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What to do if you are unhappy with your dental treatment

At TLW Solicitors, we appreciate that sometimes making a claim against a medical or dental professional is often a “last resort”. If you wish to raise an issue with respect to dental treatment you have received or just want some answers before embarking on a compensation claim, you could consider the following:


Contact the Dentist and follow their internal Complaints Procedure

Dental professionals and Dental Practices will have procedures for dealing with feedback and concerns raised by Patients.

The General Dental Council (GDC) provides a template for best practice for dealing with complaints against Dental Professionals.

If you wish to make a complaint against a Dentist or Dental Practice, it is best to contact the Dentist or Dental Practice in the first instance to request details of their complaints procedure.


Contact the Dental Complaints Service (DCS) – Private treatment

The Dental Complaints Service (DCS) was launched in 2006 to assist in the resolution of complaints between Patients and Dentists. It is used by both Patients and Dentists.

The DCS can assist with private complaints which are raised within 12 months of the treatment, or within 12 months of becoming aware that there is something to complain about.

They may be able to assist if you are seeking an explanation or an apology for what has happened; a full or partial refund in relation to fees paid for failed treatment; remedial treatment from your Dentist (if both parties agree); or a contribution to the cost of the remedial treatment from a different Practitioner.

The DCS will contact your Dentist in the first instance to give them an opportunity to resolve the complaint. If you are not satisfied with the response, the DCS Complaints Officer will work with you and the Dentist to try and reach a satisfactory resolution.

If a resolution cannot be reached, the DCS will arrange a Panel Meeting to hear both sides of the complaint to try and reach a resolution. If an agreement still cannot be reached, recommendations will be made by the DCS to resolve the complaint.


Contact the NHS – NHS treatment

Everyone who provides an NHS Service in England must have their own Complaints Procedure. You can complain to the NHS Provider directly or you can complain to the commissioner of services which can be found on the NHS England website.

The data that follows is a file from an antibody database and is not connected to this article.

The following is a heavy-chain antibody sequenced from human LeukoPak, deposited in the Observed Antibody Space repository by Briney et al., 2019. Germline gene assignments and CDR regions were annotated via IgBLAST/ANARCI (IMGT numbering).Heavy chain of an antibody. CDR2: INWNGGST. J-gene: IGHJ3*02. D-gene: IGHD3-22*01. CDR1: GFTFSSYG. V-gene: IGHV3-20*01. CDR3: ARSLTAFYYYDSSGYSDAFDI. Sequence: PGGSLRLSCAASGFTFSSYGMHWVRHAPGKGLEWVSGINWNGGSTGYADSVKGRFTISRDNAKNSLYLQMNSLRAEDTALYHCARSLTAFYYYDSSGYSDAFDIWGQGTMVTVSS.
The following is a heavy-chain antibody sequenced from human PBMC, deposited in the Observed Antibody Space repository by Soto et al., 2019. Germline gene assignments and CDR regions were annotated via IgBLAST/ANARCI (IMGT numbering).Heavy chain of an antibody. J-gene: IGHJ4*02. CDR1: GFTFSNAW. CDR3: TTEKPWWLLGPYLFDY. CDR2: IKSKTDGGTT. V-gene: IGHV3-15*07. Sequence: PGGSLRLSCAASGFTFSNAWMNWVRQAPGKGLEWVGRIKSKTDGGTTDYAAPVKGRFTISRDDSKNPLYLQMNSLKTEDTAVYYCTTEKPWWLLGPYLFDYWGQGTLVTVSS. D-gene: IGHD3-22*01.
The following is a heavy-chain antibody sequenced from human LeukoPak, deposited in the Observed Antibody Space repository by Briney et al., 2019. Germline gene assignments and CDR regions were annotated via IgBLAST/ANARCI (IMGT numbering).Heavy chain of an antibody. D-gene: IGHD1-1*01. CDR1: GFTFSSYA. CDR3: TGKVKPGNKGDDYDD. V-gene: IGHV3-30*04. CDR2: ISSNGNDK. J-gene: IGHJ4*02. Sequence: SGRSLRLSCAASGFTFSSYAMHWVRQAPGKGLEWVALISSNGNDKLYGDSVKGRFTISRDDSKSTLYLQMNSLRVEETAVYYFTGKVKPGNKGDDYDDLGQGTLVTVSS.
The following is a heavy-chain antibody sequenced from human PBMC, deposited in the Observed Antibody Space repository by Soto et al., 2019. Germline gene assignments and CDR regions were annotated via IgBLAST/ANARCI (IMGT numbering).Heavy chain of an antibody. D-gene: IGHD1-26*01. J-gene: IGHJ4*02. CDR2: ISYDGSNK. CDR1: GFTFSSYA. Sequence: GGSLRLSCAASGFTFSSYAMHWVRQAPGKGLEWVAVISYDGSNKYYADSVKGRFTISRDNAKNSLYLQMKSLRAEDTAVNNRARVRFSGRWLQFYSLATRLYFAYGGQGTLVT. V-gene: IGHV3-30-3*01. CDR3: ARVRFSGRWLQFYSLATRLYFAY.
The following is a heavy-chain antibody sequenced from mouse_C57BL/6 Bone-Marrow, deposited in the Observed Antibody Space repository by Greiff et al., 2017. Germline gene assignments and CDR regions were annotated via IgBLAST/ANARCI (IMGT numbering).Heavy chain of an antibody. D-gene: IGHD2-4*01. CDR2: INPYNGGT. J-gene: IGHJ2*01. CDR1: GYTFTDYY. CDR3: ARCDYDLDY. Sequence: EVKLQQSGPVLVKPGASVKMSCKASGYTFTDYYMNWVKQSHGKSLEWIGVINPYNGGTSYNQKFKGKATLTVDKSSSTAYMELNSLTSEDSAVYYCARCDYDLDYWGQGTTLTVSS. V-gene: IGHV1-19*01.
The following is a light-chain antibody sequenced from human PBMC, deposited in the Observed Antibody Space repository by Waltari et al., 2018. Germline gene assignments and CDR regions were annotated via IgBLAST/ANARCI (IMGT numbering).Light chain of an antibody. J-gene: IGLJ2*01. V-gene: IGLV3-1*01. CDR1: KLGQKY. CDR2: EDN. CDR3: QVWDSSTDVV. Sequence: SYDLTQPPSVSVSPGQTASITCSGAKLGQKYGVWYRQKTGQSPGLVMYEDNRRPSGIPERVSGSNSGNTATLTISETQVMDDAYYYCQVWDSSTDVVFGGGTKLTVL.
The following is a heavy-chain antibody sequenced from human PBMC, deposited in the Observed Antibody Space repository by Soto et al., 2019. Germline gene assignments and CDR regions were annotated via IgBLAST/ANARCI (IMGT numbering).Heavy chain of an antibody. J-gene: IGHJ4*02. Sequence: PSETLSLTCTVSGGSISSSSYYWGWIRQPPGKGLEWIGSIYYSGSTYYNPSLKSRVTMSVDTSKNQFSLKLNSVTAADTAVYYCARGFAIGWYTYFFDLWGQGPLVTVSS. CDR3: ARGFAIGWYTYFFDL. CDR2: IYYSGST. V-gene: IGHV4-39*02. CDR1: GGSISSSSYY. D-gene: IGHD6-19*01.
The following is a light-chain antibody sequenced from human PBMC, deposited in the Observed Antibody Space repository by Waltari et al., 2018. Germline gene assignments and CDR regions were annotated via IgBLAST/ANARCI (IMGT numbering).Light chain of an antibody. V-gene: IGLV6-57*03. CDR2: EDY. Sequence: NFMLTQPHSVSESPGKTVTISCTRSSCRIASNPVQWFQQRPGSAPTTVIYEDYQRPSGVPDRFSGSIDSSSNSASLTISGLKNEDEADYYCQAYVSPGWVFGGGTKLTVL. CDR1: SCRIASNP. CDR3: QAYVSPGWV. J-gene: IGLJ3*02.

Complaints should be made within 12 months of the treatment, or within 12 months of becoming aware that there is something to complain about. The time limit can be extended but if only if there is good reason to do so and the complaint can still be investigated.

The NHS also offers an Advocacy Service if you need assistance to make your complaint.


Contact the General Dental Council

The General Dental Council (GDC)  is the regulatory body for Dentists and has information on their website as to the standards of conduct, performance and ethics that you should expect to receive when undergoing treatment.

The GDC tends to deal with the most serious concerns which are considered to have caused significant harm to patients; caused significant harm to colleagues or the general public; or has undermined public confidence in the dental profession (e.g. serious or repeated mistakes in patient care, criminal offences or convictions).


What if I have lost out financially and/or been injured by my dental treatment?

The above information will help you make a complaint about any substandard dental treatment you may have received. However, if you have lost out financially (time off work, prescriptions or paying for additional treatment to fix the problem) and/or you have suffered an injury as a result of sub-standard dental treatment, then to recover any compensation you will need to make a legal claim through specialist dental negligence solicitors.

A claim involving dental negligence must be brought within the relevant limitation period. This is usually 3 years from the date of the negligent treatment or when the patient knew or ought to reasonably have known that any injury was due to negligence. Other time limits may apply if the treatment was carried out on a child or protected party.

With dental cases, the relevant limitation period can sometimes be difficult to work out, particularly if the case relates to treatment over a long period of time. This time limit continues to run even if you are going through any of the above complaints processes.

If you wish to make a compensation claim it is important to get specialist advice from our Team to ensure that your claim is made within the relevant time period.

If you would like to find out more about making a complaint or wish to discuss the possibility of claiming compensation for dental negligence, get in touch with one of the specialist lawyers here at TLW Solicitors, by phone on 0800 169 5925, email info@tlwsolicitors.co.uk or complete the call back form below.

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